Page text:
Railroad Tank CarsOn July 19, the First District Court of Appeal published its opinion in Communities for a Better Environment v. Bay Area Air Quality Management District. In this case, Communities for a Better Environment (CBE) and a host of other environmental groups sought to challenge a rail-to-truck facility for the transloading of crude oil permitted by the Bay Area Air Quality Management District (BAAQMD). The appeals court affirmed the trial court’s ruling that CBE’s petition was time barred under Section 21167(d) of the Public Resources Code for failure to bring the claim within 180 days of BAAQMD’s approval of an Authority to Construct (ATC) that authorized the transloading of Bakken crude. In doing so, both courts rejected the argument by CBE that the “discovery rule” should apply in CEQA cases where, as here, there is no public notice of the approval.

Golden Gate TrafficSince the passage of AB 32 in 2006, the methods for climate change analysis under CEQA have taken a number of turns. Most recently, the California Supreme Court in Center for Biological Diversity v. Department of Fish & Wildlife (2015) 62 Cal.4th 204, concluded that an EIR for a major development project (Newhall Ranch) lacked substantial evidence to show that the project’s reductions in emissions would be consistent with AB 32’s statewide goal for greenhouse gas (GHG) reductions by the year 2020. In a harbinger of its impending opinion in Cleveland National Forest v. San Diego Assoc. of Governments, the Court suggested that AB 32’s goal for 2020 may become less and less relevant as 2020 fast approaches. The Supreme Court’s opinion did state, however, that “[w]hile the burden of CEQA’s mandate in this context can be substantial, methods for complying with CEQA do exist”—expressly referencing consistency with regional climate action plans or sustainable communities strategies under SB 375.

On June 30, the First Appellate District issued an opinion that offered some hope to agencies struggling with climate analysis by rejecting a challenge to the regional GHG reduction mandates of “Plan Bay Area,” the sustainable communities strategy developed by the Metropolitan Transportation Commission (MTC) and Association of Bay Area Governments (ABAG) to comply with the requirements of SB 375. In Bay Area Citizens v. Association of Bay Area Governments, the appeals court rejected petitioner’s argument that the EIR for the Plan should have taken into account reductions in GHGs that will occur under statewide GHG reduction mandates.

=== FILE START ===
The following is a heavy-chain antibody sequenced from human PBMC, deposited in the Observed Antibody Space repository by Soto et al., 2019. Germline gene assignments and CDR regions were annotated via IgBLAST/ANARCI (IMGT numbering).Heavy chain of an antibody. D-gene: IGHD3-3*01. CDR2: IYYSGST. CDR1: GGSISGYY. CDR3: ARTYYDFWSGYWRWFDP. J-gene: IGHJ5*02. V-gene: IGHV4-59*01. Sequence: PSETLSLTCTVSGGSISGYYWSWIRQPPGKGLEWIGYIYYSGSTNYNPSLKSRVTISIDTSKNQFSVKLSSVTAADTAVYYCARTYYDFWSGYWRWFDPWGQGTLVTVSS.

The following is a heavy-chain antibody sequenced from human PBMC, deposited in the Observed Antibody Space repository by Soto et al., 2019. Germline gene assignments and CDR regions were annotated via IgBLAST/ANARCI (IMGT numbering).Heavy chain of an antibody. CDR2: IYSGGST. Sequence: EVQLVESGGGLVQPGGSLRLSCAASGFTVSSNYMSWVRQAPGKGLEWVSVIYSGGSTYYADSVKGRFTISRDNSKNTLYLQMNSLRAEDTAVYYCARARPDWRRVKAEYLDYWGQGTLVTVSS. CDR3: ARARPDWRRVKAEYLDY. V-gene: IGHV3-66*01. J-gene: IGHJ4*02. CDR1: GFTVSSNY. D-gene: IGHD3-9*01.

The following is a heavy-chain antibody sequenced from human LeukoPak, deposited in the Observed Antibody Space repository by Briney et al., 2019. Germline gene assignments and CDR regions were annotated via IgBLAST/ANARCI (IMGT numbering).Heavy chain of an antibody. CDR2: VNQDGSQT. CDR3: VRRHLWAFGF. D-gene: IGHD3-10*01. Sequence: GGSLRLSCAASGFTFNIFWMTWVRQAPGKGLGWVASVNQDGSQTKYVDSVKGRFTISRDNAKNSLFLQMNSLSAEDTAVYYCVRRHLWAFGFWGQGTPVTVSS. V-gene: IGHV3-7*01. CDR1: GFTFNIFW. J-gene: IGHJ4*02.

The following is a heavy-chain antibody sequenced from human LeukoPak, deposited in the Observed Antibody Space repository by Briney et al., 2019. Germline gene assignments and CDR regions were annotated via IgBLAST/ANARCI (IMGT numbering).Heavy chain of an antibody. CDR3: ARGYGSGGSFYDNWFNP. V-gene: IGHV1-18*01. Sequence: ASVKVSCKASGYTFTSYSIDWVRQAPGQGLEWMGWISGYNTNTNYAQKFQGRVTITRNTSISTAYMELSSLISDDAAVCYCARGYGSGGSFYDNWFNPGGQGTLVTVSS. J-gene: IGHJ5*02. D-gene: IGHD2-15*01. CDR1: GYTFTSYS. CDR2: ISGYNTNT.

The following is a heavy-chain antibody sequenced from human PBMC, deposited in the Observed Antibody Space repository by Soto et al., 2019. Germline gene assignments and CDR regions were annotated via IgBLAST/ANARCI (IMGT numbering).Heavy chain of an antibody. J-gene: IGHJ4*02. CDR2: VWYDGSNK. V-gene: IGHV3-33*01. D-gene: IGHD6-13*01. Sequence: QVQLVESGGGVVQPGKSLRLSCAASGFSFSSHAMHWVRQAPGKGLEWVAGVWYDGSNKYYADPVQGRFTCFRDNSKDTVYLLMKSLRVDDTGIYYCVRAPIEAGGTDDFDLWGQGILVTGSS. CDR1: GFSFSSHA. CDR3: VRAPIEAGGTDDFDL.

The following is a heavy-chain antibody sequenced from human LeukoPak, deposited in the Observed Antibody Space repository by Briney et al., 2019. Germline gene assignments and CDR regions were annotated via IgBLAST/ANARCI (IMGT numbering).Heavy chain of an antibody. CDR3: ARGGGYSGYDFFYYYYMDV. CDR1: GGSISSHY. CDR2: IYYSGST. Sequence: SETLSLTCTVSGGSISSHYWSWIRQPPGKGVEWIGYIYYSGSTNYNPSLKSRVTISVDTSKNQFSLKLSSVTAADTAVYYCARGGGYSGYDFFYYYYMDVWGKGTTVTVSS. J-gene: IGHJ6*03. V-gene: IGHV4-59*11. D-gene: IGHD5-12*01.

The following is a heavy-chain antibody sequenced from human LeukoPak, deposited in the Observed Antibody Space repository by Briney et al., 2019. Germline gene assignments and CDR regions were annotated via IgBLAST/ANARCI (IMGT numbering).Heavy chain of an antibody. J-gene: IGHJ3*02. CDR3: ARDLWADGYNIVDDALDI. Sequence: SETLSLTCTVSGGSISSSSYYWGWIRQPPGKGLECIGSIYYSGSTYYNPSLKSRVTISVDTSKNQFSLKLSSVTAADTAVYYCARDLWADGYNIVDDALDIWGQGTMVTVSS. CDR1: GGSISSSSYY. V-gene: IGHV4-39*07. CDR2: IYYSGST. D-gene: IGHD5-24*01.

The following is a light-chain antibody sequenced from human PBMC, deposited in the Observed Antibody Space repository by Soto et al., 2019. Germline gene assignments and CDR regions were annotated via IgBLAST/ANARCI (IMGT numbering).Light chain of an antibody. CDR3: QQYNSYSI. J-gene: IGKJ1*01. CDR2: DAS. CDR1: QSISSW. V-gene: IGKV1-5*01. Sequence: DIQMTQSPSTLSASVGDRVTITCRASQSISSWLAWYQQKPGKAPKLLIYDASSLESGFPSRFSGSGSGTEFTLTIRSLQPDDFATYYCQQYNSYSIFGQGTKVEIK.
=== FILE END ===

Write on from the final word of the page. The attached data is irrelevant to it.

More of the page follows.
EnergyIn 2014, the appellate decision in California Clean Energy Committee v. City of Woodland (“CCEC”) caught many lead agencies and CEQA consultants off-guard, by holding that the type of energy impacts analysis conducted in many EIRs actually fails to comply with CEQA. EIRs prepared post-CCEC have generally included a much more in-depth analysis of energy impacts, to ensure compliance with that decision. But what to do about EIRs certified prior to CCEC, where further approvals are necessary or the EIR is being challenged? A recent decision by the First District Court of Appeal, Ukiah Citizens for Safety First v. City of Ukiah (June 21, 2016) rejects the use of an addendum to address the issue.

In 2011, Costco applied for a use permit and site rezone to allow construction of a 148,000-square-foot retail facility – including a warehouse store, over 600 parking stalls, and a 16-pump gas station – in the City of Ukiah. In December 2013 and January 2014, the City adopted the necessary rezoning legislation, certified the EIR, and adopted a statement of overriding considerations. Ukiah Citizens for Safety First, a local citizens group, filed suit to challenge the EIR in the Mendocino County Superior Court. Shortly after the suit was filed, the Third Appellate District issued its opinion in CCEC (225 Cal.App.4th 173). The City concluded that the CCEC decision required “a more detailed discussion of energy use than was previously understood at the time the EIR was certified,” and thereafter prepared an addendum and lodged the addendum with the trial court, in an effort to satisfy the more exacting standard articulated in CCEC.